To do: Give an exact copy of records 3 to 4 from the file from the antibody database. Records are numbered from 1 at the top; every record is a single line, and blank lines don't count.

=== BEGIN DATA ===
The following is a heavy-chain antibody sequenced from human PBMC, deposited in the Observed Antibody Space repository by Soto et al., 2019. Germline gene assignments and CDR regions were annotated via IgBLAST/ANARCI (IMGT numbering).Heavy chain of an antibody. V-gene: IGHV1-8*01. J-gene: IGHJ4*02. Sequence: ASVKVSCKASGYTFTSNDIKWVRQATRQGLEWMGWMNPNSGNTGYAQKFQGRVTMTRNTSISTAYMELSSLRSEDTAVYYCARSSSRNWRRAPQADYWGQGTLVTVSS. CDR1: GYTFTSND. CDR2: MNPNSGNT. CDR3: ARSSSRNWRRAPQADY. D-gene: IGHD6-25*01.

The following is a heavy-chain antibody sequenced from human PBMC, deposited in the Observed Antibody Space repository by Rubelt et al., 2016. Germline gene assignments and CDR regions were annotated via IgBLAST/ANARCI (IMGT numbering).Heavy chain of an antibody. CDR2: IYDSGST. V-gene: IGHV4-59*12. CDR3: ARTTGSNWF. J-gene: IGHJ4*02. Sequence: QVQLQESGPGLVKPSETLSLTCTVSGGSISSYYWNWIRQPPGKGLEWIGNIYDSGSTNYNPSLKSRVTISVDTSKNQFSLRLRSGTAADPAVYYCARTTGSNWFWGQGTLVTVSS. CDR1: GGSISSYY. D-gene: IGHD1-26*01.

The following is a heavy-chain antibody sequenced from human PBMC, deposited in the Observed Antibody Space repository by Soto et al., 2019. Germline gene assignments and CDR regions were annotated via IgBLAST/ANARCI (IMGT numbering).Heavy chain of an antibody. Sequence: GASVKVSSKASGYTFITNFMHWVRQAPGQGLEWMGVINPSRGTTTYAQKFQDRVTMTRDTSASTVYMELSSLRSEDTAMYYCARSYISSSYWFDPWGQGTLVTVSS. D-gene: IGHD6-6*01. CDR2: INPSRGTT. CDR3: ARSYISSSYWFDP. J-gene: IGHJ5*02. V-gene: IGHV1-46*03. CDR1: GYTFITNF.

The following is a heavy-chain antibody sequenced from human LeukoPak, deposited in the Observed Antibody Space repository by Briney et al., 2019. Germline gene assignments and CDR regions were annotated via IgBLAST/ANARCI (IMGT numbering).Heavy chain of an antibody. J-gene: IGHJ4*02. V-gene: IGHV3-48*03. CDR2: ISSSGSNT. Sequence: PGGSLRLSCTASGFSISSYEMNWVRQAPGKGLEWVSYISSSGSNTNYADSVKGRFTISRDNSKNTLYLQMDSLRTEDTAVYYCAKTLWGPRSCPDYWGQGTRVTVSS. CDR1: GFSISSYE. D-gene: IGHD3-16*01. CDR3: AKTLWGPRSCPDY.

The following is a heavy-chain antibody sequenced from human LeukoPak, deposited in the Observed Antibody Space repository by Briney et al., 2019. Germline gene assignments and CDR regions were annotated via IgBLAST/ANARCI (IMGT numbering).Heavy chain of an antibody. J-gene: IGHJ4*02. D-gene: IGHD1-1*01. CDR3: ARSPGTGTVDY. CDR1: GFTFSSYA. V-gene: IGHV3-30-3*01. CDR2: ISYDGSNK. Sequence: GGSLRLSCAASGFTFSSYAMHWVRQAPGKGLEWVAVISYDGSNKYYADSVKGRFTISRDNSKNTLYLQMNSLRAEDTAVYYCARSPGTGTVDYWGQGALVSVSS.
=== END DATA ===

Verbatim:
The following is a heavy-chain antibody sequenced from human PBMC, deposited in the Observed Antibody Space repository by Soto et al., 2019. Germline gene assignments and CDR regions were annotated via IgBLAST/ANARCI (IMGT numbering).Heavy chain of an antibody. Sequence: GASVKVSSKASGYTFITNFMHWVRQAPGQGLEWMGVINPSRGTTTYAQKFQDRVTMTRDTSASTVYMELSSLRSEDTAMYYCARSYISSSYWFDPWGQGTLVTVSS. D-gene: IGHD6-6*01. CDR2: INPSRGTT. CDR3: ARSYISSSYWFDP. J-gene: IGHJ5*02. V-gene: IGHV1-46*03. CDR1: GYTFITNF.

The following is a heavy-chain antibody sequenced from human LeukoPak, deposited in the Observed Antibody Space repository by Briney et al., 2019. Germline gene assignments and CDR regions were annotated via IgBLAST/ANARCI (IMGT numbering).Heavy chain of an antibody. J-gene: IGHJ4*02. V-gene: IGHV3-48*03. CDR2: ISSSGSNT. Sequence: PGGSLRLSCTASGFSISSYEMNWVRQAPGKGLEWVSYISSSGSNTNYADSVKGRFTISRDNSKNTLYLQMDSLRTEDTAVYYCAKTLWGPRSCPDYWGQGTRVTVSS. CDR1: GFSISSYE. D-gene: IGHD3-16*01. CDR3: AKTLWGPRSCPDY.